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Bombs Away

The Case for Phasing Out U.S. Tactical Nukes in Europe

New volunteers of the Ukrainian police special task force "Kiev-1," July 16, 2014. Gleb Garanich / Courtesy Reuters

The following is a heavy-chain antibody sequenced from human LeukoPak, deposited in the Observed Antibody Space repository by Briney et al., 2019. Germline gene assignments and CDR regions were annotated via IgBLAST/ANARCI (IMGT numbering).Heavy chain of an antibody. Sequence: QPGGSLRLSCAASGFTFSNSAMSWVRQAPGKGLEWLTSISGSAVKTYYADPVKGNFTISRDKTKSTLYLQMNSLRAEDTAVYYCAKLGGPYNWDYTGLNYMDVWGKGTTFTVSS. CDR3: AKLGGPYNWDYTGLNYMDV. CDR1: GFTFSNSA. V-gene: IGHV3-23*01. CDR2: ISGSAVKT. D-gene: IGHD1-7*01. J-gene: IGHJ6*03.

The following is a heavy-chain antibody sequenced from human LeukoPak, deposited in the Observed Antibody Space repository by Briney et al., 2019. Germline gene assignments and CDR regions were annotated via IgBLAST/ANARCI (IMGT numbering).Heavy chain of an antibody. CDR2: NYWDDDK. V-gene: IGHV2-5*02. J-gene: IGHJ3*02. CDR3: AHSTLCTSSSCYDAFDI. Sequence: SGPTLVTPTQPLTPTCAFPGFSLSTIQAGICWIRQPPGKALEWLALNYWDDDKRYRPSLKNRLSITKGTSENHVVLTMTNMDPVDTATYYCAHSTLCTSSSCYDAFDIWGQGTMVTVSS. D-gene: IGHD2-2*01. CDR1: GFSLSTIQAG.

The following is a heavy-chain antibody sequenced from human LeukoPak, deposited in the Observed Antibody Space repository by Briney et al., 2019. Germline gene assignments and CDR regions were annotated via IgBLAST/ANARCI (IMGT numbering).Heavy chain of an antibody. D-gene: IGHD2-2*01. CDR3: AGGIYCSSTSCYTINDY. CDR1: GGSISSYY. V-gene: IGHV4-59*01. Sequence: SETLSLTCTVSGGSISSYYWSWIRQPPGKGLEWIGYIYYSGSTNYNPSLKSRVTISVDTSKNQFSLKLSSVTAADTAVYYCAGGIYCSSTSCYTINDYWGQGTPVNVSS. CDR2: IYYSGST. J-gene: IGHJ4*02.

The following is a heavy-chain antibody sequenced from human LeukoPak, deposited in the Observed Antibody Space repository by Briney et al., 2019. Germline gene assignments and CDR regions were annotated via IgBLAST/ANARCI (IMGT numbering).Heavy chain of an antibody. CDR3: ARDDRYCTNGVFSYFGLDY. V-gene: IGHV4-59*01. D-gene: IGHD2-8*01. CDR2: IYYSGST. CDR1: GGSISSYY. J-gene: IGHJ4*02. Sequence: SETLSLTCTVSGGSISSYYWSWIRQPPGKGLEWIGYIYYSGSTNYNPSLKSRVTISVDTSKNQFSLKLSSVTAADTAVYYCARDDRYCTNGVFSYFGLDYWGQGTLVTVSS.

In 1991, U.S. President George H. W. Bush decided to retire almost all the tactical nuclear weapons operated by the U.S. Army and the U.S. Navy. His reasons were simple: these short-range weapons were militarily useless and imposed significant burdens on the armed forces in terms of money, manpower, and time. Twenty-three years later, only one type of tactical nuclear weapon remains in the U.S. inventory: the B-61 gravity bomb. In addition to the several hundred B-61s located at home, the United States currently deploys around 180 of them in Europe, at bases in Belgium, Germany, Italy, the Netherlands, and Turkey. In the event of a nuclear conflict on the continent, NATO would deliver the bombs via U.S.-built F-15 or F-16 aircraft or European-built Tornado fighters, operated by some combination of Belgian, Dutch, German, Italian, and U.S. crews. Originally intended to prevent Soviet forces

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